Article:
Metro is also looking to put the Mobility Framework, an equity focused policy tool, to work at informing analysis and policy decisions for restructuring service. That means the restructuring process will likely put a strong emphasis on ensuring enhanced service for communities of color, people with disabilities, members of limited-English speaking communities, and low-income populations. The framework further emphasizes the important of putting service where there is mixed-use zoning, increased density potential, and affordable housing.

During the meeting, Metro staff was asked about whether the Northgate bus restructure could be a boon for systemwide service levels and the general answer was “yes.” That is because many peak express routes will be able to go away in favor of local service and transfers at new light rail stations in the University District, Roosevelt, and Northgate, saving substantial sums of service hours. Though that does likely mean paring back some of the restructure benefits, such as new peak-hour shuttle routes and temporarily cutting overall bus frequencies. Nevertheless, riders will have a frequent option with light rail opening next year mitigating some of the impacts.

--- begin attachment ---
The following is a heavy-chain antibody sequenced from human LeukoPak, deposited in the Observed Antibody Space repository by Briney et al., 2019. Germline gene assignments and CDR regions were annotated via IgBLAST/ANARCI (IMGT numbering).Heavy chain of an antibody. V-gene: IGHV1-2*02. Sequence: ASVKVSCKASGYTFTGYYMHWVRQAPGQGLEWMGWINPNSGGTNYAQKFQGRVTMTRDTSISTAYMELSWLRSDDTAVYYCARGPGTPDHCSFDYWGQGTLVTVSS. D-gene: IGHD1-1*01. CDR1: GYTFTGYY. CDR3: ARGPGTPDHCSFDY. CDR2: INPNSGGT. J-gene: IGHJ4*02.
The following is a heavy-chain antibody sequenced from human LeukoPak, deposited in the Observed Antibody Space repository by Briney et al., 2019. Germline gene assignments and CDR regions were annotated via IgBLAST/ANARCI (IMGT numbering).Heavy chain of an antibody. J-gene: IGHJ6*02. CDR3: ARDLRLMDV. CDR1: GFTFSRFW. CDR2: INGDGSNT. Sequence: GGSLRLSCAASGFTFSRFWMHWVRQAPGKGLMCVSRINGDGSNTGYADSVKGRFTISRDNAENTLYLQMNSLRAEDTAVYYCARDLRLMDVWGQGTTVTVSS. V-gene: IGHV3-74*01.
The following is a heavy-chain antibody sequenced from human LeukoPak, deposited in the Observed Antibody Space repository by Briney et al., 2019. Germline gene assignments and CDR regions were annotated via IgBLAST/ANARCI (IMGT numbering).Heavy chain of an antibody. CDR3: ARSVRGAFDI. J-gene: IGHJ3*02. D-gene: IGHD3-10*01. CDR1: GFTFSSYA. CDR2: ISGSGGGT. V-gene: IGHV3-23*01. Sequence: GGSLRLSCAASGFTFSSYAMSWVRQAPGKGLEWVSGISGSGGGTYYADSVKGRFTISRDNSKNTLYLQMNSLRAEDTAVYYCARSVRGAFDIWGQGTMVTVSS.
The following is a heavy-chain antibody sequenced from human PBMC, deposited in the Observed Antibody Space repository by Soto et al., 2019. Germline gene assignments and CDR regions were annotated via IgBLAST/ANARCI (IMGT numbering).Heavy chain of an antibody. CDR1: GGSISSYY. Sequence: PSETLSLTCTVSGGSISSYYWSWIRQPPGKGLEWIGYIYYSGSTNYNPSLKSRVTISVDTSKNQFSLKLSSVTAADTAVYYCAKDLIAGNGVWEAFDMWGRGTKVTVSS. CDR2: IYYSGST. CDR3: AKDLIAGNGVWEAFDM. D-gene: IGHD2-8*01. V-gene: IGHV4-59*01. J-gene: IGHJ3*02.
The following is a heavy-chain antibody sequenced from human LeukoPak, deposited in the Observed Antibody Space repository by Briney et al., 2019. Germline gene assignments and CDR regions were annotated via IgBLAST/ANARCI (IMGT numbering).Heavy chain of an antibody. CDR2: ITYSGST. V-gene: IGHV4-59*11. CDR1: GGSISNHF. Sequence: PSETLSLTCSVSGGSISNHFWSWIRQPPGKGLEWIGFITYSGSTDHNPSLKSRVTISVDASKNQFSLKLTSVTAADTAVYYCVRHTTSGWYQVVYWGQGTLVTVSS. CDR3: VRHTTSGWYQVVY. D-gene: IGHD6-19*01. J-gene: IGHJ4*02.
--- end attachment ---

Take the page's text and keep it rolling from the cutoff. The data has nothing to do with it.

The budgeting process is not far off and will be instrumental in setting the tone for permanent service changes down the road. In the fall, a revised budget plan will be sent to the King County Council for consideration and adoption. The effects of any budget changes will then be implemented successively in 2021, beginning as soon as March 2021 with STBD-related service reductions. More consequential cuts network-wide will then be implemented in the September 2021 service change with possible further reductions in 2022 if the financial situation does not improve.

Article Author

Stephen is a professional urban planner in Puget Sound with a passion for sustainable, livable, and diverse cities. He is especially interested in how policies, regulations, and programs can promote positive outcomes for communities. With stints in great cities like Bellingham and Cork, Stephen currently lives in Seattle. He primarily covers land use and transportation issues and has been with The Urbanist since 2014.